July 12 – August 24, 2012
Opening Reception: Thursday, July 12, 6 – 8pm
James Harris Gallery is pleased to present our second solo exhibition by Noah Davis. With Savage Wilds, Davis considers the blurry line between reality and the artificial within the artist’s process of fashioning an identity and a corresponding body of work. The show takes its name from a 1988 play by author Ishmael Reed in which he sought to expose the absurd nature of American racism, especially as represented in mainstream television. Davis uses the phenomenon of late 20th century American tabloid talk shows to look at the production and spectacle of modern life, its relationship to the notion of artist as creator, and the latent parallels between highbrow and lowbrow culture. Transposing the televised world of Jerry Springer and Maury Povich from midday trash TV into the gallery setting, he adds yet another layer to this dialogue, which emphasizes the voyeuristic exchange between artist and audience, drawing attention to correlations between staging, performance and the cult of personality.
With the rise of tabloid talk shows, America experienced a new and special type of social voyeurism. Contentious situations that normally would have been reserved for more intimate settings, such as confessions of infidelity, were suddenly broadcast openly into the living rooms of an estranged audience. These daytime talk shows offered a window into a world that was both familiar (real) and bizarre (dramatized), with an authoritative host at the helm. Acutely aware of the cultural and sociological significance of these wildly popular performances, Davis considers the art establishment within this context. The artist’s renderings of video stills from tapings of The Jerry Springer Show and Maury Povich delineate an art/life cross-over, the spectacular shows standing in for Davis’ own similarly constructed environment, complete with a stage, celebrity branding and spotlighting.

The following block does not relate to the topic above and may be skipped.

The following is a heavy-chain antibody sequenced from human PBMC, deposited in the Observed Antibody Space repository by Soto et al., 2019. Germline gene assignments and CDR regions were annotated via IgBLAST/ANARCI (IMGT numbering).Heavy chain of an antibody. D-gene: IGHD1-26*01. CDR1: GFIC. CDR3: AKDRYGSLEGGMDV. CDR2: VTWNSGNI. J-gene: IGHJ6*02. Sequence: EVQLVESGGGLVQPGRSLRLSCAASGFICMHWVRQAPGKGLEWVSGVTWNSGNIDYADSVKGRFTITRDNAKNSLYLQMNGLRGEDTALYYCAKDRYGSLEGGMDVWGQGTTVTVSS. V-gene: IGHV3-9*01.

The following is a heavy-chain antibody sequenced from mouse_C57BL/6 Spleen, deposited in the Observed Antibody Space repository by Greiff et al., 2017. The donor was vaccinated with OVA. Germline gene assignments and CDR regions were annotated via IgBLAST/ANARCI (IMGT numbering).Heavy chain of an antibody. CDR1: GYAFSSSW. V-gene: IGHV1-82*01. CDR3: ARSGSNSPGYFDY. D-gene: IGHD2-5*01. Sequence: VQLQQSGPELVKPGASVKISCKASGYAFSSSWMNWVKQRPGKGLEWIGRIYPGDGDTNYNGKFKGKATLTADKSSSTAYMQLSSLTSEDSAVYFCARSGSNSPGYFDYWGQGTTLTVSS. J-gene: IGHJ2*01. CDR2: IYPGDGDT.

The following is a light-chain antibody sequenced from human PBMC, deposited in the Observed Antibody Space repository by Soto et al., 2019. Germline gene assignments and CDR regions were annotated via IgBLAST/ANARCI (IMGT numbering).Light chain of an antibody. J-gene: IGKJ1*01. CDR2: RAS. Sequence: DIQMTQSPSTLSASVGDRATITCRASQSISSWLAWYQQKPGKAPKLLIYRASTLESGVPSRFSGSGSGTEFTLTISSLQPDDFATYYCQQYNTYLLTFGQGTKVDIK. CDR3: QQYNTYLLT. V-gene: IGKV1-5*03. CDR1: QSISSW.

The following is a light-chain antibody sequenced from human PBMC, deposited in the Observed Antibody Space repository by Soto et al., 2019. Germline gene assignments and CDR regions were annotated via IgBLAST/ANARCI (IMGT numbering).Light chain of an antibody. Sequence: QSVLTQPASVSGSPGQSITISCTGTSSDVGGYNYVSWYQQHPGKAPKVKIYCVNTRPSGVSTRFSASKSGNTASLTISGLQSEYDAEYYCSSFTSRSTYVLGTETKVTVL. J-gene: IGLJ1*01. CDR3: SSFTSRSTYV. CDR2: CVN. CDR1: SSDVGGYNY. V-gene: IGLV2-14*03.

The action depicted in these works is often violent and humorous, serving to stress the absurd characteristics of the spectacle. You Are is beautifully composed, drenched in red and dotted with glaring spotlights above the stage. It is also confrontational, with swinging limbs and deliberate gaze reversals, such as the text “You” looking back at the viewer in the foreground of the screen. Davis’ paintings are engaging, calculated and witty, oscillating between a display of erudite painterly skill and the exposure of its irrelevance.